How does one make tangible the lives lost to COVID-19? The deaths of more than 200,000 Americans can be hard to grasp. Now, and for the next two weeks, a United Church of Christ congregation on Long Island is using the toll of a bell to mark each one.
“There is no single word as powerful as a simple sound of a single bell struck once,” said the Rev. Dwight Lee Wolter, pastor of the Congregational Church of Patchogue, N.Y. “There is something about a bell that awakens the soul; that shepherds the senses to gather together. It is impossible to listen to a large bell rung once, stay with it until the sound completely fades, and not be mesmerized or transformed. People have managed to use words and numbers to maximize or minimize the meaning of 218,000 deaths in the U.S., and the souls of many of us have become numb. A bell toll cuts through all that.”
So the 850-pound bell at Wolter’s church will ring 218,000 times between Sunday, Oct. 18, and All Saints Day, Nov. 1. The bell will toll every six seconds, 24-hours a day, seven days a week, for more than two weeks.
“The word ‘numbers’ begins with the word ‘numb,’" Wolter said. “I have heard people, of all affiliations and varieties, talk about 218,000 Americans deaths from COVID as if they were M&M's in a trick-or-treat bowl. These are individual lives lost, but they are also part of a national calamity that deserves … demands … to be recognized, honored, and remembered. I wanted to bring this to consciousness.”
The ringing is automated and the volume of the bell is adjustable. Five years ago the congregation repaired and refurbished the 156-year-old bell and computerized it. It sits in a bell tower that is listed on the National Register of Historic Places. Members can still pull a cord to ring it at weddings and to open Sunday service, with children signing up each week to do the honors. But Wolter said since it is already programmed to ring daily on the hour and the half hour, he decided to do more. And while the pastor made sure to share his plans with local leaders, friends and neighbors, he prepared himself for push-back.
“I notified the mayor, legislators, police, and chamber of commerce,” Wolter said, noting he even reached out to New York’s governor, since he sits on the state’s interfaith advisory council. “I did NOT, however, ask their permission. We will be respectful, but waking people up to the magnitude of death, loss and grief is part of the purpose.”
He even shared his plans on Facebook, in a post that prompted mixed reactions. A number of people complained that they wouldn’t be able to sleep with the constant ringing, so Wolter and his crew tested the volume control late Sunday morning, after the service, and they polled the people passing by. He said he spoke to a woman with an infant in a stroller, several couples and individuals of all ages. No one thought the bell was too loud. But, he noted, the memorial has already spurred a lot of talk and thought – and that’s the purpose.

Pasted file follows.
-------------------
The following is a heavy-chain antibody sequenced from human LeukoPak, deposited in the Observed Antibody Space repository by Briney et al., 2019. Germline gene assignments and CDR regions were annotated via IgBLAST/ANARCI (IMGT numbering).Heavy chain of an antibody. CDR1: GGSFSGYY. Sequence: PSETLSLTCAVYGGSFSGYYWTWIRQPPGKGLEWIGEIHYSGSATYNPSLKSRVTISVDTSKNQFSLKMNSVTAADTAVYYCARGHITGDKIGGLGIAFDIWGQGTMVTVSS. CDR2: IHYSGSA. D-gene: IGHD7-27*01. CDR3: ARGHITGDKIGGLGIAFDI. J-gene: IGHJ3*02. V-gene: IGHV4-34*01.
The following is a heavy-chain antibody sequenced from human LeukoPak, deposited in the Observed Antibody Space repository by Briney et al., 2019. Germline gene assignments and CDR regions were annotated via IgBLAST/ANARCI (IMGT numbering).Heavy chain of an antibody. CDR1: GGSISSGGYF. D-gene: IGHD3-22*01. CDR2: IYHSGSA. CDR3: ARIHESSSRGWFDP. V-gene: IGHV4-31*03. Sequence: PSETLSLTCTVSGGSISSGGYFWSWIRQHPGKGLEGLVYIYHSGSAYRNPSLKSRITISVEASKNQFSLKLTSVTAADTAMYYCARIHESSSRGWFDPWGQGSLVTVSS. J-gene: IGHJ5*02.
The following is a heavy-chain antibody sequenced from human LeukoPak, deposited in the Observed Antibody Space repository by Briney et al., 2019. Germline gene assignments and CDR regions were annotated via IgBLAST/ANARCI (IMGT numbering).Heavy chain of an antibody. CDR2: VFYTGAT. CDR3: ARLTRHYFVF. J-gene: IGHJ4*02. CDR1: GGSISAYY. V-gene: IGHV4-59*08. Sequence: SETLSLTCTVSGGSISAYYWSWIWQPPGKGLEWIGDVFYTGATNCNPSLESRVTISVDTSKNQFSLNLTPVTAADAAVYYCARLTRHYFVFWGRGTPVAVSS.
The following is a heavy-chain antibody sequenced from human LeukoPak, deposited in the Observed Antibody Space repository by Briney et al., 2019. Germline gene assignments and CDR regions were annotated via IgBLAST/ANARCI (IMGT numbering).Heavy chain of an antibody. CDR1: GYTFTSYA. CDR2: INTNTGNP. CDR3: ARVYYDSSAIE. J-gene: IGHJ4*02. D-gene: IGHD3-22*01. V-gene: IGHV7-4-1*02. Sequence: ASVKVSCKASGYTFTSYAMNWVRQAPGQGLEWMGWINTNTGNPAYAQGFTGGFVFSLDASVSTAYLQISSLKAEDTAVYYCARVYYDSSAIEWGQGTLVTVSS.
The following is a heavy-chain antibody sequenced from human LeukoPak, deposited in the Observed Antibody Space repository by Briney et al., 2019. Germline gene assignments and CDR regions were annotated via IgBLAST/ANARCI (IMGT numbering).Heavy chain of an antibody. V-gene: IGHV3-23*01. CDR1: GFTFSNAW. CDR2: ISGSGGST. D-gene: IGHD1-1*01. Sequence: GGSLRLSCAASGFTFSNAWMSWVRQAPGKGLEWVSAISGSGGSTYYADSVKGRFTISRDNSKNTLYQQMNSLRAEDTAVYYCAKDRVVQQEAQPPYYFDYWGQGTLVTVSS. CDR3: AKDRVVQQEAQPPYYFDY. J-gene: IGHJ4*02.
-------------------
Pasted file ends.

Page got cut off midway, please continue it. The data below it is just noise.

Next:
“The bell strikes loud like a cry at our birth and fades to silence like a last breath at our death,” Wolter said. “That should be a call to arms! A call to compassion! A call to sacrifice and service for the greater good.”
The Congregational Church, like so many around the country, has experienced loss due to COVID-19. The sanctuary has been closed for in-person services for months. Early in the pandemic, Wolter said, people in the community died in assisted living centers and their deaths were attributed to natural causes. Others have struggled with the virus and are recovering.
The church bell’s will toll for the last time on All Saints Day, a time set aside to remember those who have passed on in the last year and to offer compassion for loved ones left behind. This year, Wolter said, the deaths and the grieving from COVID-19 will continue.
“For whom the bell tolls? It tolls for thee if you don't take heed,” Wolter said. “At the very, very least, this initiative has initiated a conversation about a tragedy that increasingly seems to be minimized or downright ignored.”
On Thursday, Oct. 21, Pastor Wolter issued an invitation to people across the country to ring a bell for the Americans lost to COVID-19 on All Saints Day. By that Sunday, Nov. 1, U.S. COVID deaths could top 250,000. So that day, he said, no matter where you are, ring a bell for six seconds, 25 times, to bring honor and memory to the departed. Each single ring will represent 10,000 Americans.